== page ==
The Limits of GDP Statistics

Zubin has the quarter-by-quarter GDP chart; he, like many others, is particularly taken that in the fourth quarter of 2007, the GDP figure fell below zero. But while the Q4 revision from +0.6% to -0.2% was big, the Q2 revision from +3.8% to +4.8% was even bigger.

In a world where GDP revisions made a full year after the time period in question can amount to a whole percentage point up or down, it’s a bit silly to get overexcited about whether any one reading manged to squeak below 0. GDP figures, it seems, are much less exact than the market seems to give them credit for, and today’s +1.9% is probably well within the margin of error vis-a-vis the +2.3% expectations.

Here’s Mike Mandel:

Most people–and most journalists–take the economic statistics as fact, and report them that way. In fact, they are approximations, estimates, and in some cases educated guesses. Much better than nothing–but not reality.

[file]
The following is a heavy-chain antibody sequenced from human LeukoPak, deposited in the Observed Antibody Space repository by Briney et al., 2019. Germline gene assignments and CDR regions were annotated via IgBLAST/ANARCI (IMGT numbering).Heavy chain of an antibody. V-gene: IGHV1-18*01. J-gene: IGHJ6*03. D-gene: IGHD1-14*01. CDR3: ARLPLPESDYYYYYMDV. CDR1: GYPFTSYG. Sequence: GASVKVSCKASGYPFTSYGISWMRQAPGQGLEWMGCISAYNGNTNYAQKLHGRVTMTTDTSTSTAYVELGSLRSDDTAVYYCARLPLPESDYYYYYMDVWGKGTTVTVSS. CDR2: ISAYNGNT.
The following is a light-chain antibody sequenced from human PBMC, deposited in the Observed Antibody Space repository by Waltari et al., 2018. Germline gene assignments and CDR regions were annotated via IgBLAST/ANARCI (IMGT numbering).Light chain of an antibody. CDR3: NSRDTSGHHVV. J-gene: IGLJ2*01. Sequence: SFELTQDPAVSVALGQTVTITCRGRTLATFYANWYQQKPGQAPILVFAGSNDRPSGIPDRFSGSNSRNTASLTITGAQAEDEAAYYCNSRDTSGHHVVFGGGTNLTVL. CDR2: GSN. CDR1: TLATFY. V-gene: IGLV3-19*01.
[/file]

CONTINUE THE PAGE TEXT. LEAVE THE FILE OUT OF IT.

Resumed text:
Mike adds that the BEA releases "better and better estimates over time" – which means, I guess, that the 4.8% figure for Q2 2007 is significantly more reliable than the 3.8% figure was. My feeling is that the best you can really do with GDP statistics is lump them into three vague buckets: "good", "mediocre", and "bad". GDP growth was good in mid-2007, and it was mediocre in the first half of 2008. Was it bad for one quarter at the end of last year? I dunno: what with all the seasonal adjustments surrounding the holiday shopping season, I think it’s hard to get that specific. I’d be happier just saying that we’ve gone from good to mediocre, and leaving it at that.

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